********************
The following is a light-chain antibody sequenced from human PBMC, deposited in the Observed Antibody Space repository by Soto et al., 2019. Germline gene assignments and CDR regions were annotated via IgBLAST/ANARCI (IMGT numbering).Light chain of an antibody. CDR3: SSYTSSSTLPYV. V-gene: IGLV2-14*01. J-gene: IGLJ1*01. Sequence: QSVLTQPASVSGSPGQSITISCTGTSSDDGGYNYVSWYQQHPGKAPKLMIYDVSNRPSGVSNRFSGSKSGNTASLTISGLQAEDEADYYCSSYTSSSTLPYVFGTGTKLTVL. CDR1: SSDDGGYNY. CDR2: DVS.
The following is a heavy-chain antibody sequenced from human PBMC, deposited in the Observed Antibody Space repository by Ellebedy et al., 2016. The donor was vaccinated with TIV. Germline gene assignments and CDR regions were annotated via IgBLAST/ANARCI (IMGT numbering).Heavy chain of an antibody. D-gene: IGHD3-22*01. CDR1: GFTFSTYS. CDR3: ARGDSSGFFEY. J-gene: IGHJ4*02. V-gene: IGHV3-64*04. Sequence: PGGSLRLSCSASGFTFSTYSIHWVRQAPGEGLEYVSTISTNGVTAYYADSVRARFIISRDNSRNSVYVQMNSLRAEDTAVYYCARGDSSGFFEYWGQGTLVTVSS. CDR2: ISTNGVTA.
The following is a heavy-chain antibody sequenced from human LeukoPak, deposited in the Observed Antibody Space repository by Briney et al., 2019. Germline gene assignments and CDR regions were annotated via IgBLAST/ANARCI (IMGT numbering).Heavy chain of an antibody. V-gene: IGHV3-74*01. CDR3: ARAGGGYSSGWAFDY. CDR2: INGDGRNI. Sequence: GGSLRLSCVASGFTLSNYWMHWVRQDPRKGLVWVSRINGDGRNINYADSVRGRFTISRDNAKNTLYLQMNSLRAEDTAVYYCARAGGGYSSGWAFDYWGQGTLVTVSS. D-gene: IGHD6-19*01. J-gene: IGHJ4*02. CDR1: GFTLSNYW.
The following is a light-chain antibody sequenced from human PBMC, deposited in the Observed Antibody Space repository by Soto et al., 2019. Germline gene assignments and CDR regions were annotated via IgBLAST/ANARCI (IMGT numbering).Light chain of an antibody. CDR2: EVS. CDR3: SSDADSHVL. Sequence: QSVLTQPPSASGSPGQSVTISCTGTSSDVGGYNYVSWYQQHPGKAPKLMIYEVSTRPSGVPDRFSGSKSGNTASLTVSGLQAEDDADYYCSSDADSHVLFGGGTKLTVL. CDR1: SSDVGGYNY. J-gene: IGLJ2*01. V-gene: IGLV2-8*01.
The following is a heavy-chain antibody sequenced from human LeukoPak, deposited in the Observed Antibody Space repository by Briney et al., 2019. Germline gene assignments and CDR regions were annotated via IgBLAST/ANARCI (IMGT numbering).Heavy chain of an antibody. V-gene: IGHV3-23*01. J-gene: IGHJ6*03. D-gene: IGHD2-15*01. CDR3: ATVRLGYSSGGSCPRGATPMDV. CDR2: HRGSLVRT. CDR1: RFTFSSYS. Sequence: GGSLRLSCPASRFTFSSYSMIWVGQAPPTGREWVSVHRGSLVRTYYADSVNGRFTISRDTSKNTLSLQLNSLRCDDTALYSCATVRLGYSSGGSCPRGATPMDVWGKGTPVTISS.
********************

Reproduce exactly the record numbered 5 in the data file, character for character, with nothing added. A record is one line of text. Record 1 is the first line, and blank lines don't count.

The following is a heavy-chain antibody sequenced from human LeukoPak, deposited in the Observed Antibody Space repository by Briney et al., 2019. Germline gene assignments and CDR regions were annotated via IgBLAST/ANARCI (IMGT numbering).Heavy chain of an antibody. V-gene: IGHV3-23*01. J-gene: IGHJ6*03. D-gene: IGHD2-15*01. CDR3: ATVRLGYSSGGSCPRGATPMDV. CDR2: HRGSLVRT. CDR1: RFTFSSYS. Sequence: GGSLRLSCPASRFTFSSYSMIWVGQAPPTGREWVSVHRGSLVRTYYADSVNGRFTISRDTSKNTLSLQLNSLRCDDTALYSCATVRLGYSSGGSCPRGATPMDVWGKGTPVTISS.